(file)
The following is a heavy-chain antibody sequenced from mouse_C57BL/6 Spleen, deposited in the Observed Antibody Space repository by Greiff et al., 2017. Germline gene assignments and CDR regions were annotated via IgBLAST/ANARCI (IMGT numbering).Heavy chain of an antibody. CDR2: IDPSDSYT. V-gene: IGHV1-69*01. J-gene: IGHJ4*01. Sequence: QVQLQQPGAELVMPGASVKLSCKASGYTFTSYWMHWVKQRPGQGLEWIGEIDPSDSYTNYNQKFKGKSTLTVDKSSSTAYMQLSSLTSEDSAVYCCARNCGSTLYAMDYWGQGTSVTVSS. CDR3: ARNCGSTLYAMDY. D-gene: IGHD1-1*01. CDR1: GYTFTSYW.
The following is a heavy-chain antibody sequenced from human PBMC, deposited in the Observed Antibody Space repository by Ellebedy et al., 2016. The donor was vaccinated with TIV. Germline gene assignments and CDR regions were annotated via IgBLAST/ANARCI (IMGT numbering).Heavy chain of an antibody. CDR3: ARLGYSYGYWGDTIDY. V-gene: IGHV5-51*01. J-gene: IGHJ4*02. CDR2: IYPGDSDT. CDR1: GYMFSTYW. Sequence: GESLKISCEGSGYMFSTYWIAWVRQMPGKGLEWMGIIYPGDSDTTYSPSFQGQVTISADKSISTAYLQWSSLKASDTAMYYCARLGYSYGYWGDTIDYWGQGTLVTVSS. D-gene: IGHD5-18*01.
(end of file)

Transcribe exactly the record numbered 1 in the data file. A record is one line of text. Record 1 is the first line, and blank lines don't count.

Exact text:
The following is a heavy-chain antibody sequenced from mouse_C57BL/6 Spleen, deposited in the Observed Antibody Space repository by Greiff et al., 2017. Germline gene assignments and CDR regions were annotated via IgBLAST/ANARCI (IMGT numbering).Heavy chain of an antibody. CDR2: IDPSDSYT. V-gene: IGHV1-69*01. J-gene: IGHJ4*01. Sequence: QVQLQQPGAELVMPGASVKLSCKASGYTFTSYWMHWVKQRPGQGLEWIGEIDPSDSYTNYNQKFKGKSTLTVDKSSSTAYMQLSSLTSEDSAVYCCARNCGSTLYAMDYWGQGTSVTVSS. CDR3: ARNCGSTLYAMDY. D-gene: IGHD1-1*01. CDR1: GYTFTSYW.